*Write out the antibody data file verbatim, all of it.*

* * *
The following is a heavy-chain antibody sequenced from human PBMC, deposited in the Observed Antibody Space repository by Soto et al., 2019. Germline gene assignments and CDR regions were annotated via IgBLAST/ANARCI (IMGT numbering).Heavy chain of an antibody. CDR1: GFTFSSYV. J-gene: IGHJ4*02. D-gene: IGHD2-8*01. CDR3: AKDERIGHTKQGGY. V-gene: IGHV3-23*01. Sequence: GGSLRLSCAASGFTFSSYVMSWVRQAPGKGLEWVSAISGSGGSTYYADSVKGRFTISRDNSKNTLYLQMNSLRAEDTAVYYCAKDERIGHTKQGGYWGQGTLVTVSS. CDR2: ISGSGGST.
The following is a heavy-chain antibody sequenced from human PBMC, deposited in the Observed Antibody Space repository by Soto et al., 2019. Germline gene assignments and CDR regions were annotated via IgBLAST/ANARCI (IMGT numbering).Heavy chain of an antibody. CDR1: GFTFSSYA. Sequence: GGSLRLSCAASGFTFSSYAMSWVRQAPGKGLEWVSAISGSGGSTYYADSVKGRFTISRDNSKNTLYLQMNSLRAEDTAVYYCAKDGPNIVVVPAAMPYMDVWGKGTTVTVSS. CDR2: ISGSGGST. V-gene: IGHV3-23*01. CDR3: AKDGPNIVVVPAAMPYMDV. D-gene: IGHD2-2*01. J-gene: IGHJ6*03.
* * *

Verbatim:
The following is a heavy-chain antibody sequenced from human PBMC, deposited in the Observed Antibody Space repository by Soto et al., 2019. Germline gene assignments and CDR regions were annotated via IgBLAST/ANARCI (IMGT numbering).Heavy chain of an antibody. CDR1: GFTFSSYV. J-gene: IGHJ4*02. D-gene: IGHD2-8*01. CDR3: AKDERIGHTKQGGY. V-gene: IGHV3-23*01. Sequence: GGSLRLSCAASGFTFSSYVMSWVRQAPGKGLEWVSAISGSGGSTYYADSVKGRFTISRDNSKNTLYLQMNSLRAEDTAVYYCAKDERIGHTKQGGYWGQGTLVTVSS. CDR2: ISGSGGST.
The following is a heavy-chain antibody sequenced from human PBMC, deposited in the Observed Antibody Space repository by Soto et al., 2019. Germline gene assignments and CDR regions were annotated via IgBLAST/ANARCI (IMGT numbering).Heavy chain of an antibody. CDR1: GFTFSSYA. Sequence: GGSLRLSCAASGFTFSSYAMSWVRQAPGKGLEWVSAISGSGGSTYYADSVKGRFTISRDNSKNTLYLQMNSLRAEDTAVYYCAKDGPNIVVVPAAMPYMDVWGKGTTVTVSS. CDR2: ISGSGGST. V-gene: IGHV3-23*01. CDR3: AKDGPNIVVVPAAMPYMDV. D-gene: IGHD2-2*01. J-gene: IGHJ6*03.